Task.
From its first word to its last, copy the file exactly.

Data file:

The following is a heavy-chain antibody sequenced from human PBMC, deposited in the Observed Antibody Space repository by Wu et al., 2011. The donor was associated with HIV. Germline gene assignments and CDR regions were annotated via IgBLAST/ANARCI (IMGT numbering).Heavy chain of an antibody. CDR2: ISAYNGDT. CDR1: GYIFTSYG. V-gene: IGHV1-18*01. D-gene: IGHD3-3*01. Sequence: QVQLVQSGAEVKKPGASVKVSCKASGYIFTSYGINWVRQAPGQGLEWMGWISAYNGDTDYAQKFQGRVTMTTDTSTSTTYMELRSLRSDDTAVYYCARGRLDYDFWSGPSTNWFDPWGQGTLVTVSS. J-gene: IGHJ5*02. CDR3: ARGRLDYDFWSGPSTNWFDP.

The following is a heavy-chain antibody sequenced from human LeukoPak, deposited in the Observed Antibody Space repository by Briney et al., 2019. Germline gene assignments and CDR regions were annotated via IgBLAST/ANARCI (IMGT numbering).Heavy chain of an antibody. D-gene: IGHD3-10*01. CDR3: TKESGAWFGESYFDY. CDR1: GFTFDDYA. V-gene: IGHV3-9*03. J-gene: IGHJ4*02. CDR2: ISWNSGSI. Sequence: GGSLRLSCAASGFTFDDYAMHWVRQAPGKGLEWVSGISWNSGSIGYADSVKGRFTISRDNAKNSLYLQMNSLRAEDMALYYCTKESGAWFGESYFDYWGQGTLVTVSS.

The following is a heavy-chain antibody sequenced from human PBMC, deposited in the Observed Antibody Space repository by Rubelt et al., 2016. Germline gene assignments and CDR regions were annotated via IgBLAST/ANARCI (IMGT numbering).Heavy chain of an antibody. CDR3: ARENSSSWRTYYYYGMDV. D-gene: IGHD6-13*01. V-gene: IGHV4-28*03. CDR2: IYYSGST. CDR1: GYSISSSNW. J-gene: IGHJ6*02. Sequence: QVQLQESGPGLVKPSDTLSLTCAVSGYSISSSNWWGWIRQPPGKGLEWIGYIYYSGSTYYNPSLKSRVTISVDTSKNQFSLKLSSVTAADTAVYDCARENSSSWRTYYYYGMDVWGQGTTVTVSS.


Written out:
The following is a heavy-chain antibody sequenced from human PBMC, deposited in the Observed Antibody Space repository by Wu et al., 2011. The donor was associated with HIV. Germline gene assignments and CDR regions were annotated via IgBLAST/ANARCI (IMGT numbering).Heavy chain of an antibody. CDR2: ISAYNGDT. CDR1: GYIFTSYG. V-gene: IGHV1-18*01. D-gene: IGHD3-3*01. Sequence: QVQLVQSGAEVKKPGASVKVSCKASGYIFTSYGINWVRQAPGQGLEWMGWISAYNGDTDYAQKFQGRVTMTTDTSTSTTYMELRSLRSDDTAVYYCARGRLDYDFWSGPSTNWFDPWGQGTLVTVSS. J-gene: IGHJ5*02. CDR3: ARGRLDYDFWSGPSTNWFDP.

The following is a heavy-chain antibody sequenced from human LeukoPak, deposited in the Observed Antibody Space repository by Briney et al., 2019. Germline gene assignments and CDR regions were annotated via IgBLAST/ANARCI (IMGT numbering).Heavy chain of an antibody. D-gene: IGHD3-10*01. CDR3: TKESGAWFGESYFDY. CDR1: GFTFDDYA. V-gene: IGHV3-9*03. J-gene: IGHJ4*02. CDR2: ISWNSGSI. Sequence: GGSLRLSCAASGFTFDDYAMHWVRQAPGKGLEWVSGISWNSGSIGYADSVKGRFTISRDNAKNSLYLQMNSLRAEDMALYYCTKESGAWFGESYFDYWGQGTLVTVSS.

The following is a heavy-chain antibody sequenced from human PBMC, deposited in the Observed Antibody Space repository by Rubelt et al., 2016. Germline gene assignments and CDR regions were annotated via IgBLAST/ANARCI (IMGT numbering).Heavy chain of an antibody. CDR3: ARENSSSWRTYYYYGMDV. D-gene: IGHD6-13*01. V-gene: IGHV4-28*03. CDR2: IYYSGST. CDR1: GYSISSSNW. J-gene: IGHJ6*02. Sequence: QVQLQESGPGLVKPSDTLSLTCAVSGYSISSSNWWGWIRQPPGKGLEWIGYIYYSGSTYYNPSLKSRVTISVDTSKNQFSLKLSSVTAADTAVYDCARENSSSWRTYYYYGMDVWGQGTTVTVSS.